If you're familiar with the Atlantic hurricane season, you're aware that we've just begun to enter the peak time of the season. The good news is twofold though as we wade into what’s historically the 2nd busiest month of hurricane season.
First, in last year’s record-setting season, we already had nine named storms entering August. While we were off to a fast start this year, we enter August with five named storms, which is also below the 2nd busiest season on record, 2005’s where we had seven named storms by now. Second, the Hurricane Center’s map is currently clear for the next five days. I’ll explain what our current pacing resembles in a minute but first, let’s look at how much of the traditional hurricane season is statistically behind us based on historical data.
Since tracking began in 1851, 14% of all tropical storms happen prior to August and 10% of all hurricanes have formed prior to August.
So, while a third of hurricane season is behind us based on dates on a calendar, about 90% of what’s historically happened is ahead of us. The start to this season most closely resembles the 2019 hurricane season where we were also five named storms in at the start of August. We finished 2019 with 18 named storms and six hurricanes, which if something similar does occur this year, would place this season right in line with the estimates by NOAA and others heading into the year.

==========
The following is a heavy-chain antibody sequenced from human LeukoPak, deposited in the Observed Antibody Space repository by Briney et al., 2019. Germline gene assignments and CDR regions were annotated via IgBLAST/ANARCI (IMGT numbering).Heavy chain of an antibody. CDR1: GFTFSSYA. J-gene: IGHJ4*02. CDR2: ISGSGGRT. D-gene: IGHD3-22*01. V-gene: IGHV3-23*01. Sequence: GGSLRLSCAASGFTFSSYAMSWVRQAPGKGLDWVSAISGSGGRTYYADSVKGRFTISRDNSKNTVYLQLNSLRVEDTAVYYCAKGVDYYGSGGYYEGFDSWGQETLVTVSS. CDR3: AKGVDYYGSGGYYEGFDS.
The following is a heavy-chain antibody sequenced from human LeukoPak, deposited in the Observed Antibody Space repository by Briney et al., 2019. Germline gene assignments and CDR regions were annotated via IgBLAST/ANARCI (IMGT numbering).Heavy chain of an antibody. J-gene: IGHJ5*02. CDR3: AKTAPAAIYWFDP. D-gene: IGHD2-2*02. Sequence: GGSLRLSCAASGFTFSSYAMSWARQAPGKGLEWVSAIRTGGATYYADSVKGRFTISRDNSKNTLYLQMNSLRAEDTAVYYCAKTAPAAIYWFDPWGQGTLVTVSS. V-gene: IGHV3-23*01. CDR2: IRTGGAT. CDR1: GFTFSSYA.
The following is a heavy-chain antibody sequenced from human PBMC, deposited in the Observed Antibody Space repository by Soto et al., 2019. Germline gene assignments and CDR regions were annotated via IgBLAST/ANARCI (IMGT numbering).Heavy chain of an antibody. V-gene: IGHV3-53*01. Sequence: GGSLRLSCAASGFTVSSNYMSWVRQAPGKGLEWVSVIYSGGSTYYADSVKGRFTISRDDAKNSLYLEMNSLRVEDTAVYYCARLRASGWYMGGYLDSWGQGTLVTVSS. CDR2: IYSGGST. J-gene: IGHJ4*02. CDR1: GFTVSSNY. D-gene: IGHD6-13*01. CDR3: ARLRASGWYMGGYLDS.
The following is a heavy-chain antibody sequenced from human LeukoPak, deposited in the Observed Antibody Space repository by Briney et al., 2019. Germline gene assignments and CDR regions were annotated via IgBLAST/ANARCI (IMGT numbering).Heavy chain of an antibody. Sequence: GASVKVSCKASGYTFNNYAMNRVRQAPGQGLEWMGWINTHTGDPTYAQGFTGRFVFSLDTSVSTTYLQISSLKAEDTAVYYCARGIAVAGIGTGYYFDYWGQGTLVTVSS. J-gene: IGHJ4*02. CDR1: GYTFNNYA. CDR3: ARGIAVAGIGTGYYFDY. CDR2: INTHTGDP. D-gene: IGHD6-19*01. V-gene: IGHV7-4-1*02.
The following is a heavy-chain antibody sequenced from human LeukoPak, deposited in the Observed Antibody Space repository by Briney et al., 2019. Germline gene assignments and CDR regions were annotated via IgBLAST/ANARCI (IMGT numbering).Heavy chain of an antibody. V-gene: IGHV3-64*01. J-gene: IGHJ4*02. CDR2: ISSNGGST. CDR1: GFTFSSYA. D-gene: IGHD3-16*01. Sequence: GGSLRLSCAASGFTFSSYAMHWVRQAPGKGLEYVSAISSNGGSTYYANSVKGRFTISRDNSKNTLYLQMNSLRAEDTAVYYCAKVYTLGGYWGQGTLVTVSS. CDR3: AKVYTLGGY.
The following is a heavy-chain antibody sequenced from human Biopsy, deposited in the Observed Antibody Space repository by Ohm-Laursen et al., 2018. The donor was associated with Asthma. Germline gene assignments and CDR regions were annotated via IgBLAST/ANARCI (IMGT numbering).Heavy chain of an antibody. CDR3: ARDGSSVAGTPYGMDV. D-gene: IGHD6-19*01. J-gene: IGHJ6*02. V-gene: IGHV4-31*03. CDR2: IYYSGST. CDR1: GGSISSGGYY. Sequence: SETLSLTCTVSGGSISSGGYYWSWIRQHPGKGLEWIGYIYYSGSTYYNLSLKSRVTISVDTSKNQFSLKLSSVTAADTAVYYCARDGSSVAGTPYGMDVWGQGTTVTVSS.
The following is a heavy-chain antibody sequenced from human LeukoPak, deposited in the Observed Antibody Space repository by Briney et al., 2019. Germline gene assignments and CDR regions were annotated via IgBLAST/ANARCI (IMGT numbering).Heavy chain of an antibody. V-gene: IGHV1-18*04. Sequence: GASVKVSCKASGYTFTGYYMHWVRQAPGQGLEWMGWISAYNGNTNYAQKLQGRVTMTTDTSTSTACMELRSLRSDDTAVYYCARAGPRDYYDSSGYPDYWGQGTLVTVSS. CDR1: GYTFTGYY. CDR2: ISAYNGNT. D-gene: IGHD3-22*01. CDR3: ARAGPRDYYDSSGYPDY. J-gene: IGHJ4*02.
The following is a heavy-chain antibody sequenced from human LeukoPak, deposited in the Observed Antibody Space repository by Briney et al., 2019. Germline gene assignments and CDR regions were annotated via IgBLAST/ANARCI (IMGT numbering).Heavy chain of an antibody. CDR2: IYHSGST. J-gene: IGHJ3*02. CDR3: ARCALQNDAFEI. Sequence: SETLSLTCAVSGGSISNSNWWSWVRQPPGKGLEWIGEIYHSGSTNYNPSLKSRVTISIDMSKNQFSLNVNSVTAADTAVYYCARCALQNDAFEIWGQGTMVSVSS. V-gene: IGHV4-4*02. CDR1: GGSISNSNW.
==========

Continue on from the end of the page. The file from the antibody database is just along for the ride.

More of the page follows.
As we advance through the month, hopefully, free from the threat of hurricanes, we'll enter peak hurricane season. The peak has historically been the final two weeks of August and the first two weeks of September - with September 10th being the absolute peak of the season. For perspective, there have been more tropical storms and hurricanes in August, than the first seven months of the year combined.
We average 2.4 tropical storms and 1.6 hurricanes. An average of one storm or hurricane makes landfall in the US every other year. So, here we go – right into the heart of the season. Fingers crossed.